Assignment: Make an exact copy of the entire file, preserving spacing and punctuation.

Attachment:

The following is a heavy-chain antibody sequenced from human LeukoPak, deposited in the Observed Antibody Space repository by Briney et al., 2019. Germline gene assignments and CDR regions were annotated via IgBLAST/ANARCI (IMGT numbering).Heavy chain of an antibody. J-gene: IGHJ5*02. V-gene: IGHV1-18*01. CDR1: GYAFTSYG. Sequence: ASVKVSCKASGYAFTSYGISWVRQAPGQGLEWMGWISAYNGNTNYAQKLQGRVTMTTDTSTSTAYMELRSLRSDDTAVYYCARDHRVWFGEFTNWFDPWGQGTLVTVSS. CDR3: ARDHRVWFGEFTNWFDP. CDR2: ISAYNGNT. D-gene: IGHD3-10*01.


The following is a heavy-chain antibody sequenced from human LeukoPak, deposited in the Observed Antibody Space repository by Briney et al., 2019. Germline gene assignments and CDR regions were annotated via IgBLAST/ANARCI (IMGT numbering).Heavy chain of an antibody. J-gene: IGHJ5*02. V-gene: IGHV1-18*01. CDR1: GYAFTSYG. Sequence: ASVKVSCKASGYAFTSYGISWVRQAPGQGLEWMGWISAYNGNTNYAQKLQGRVTMTTDTSTSTAYMELRSLRSDDTAVYYCARDHRVWFGEFTNWFDPWGQGTLVTVSS. CDR3: ARDHRVWFGEFTNWFDP. CDR2: ISAYNGNT. D-gene: IGHD3-10*01.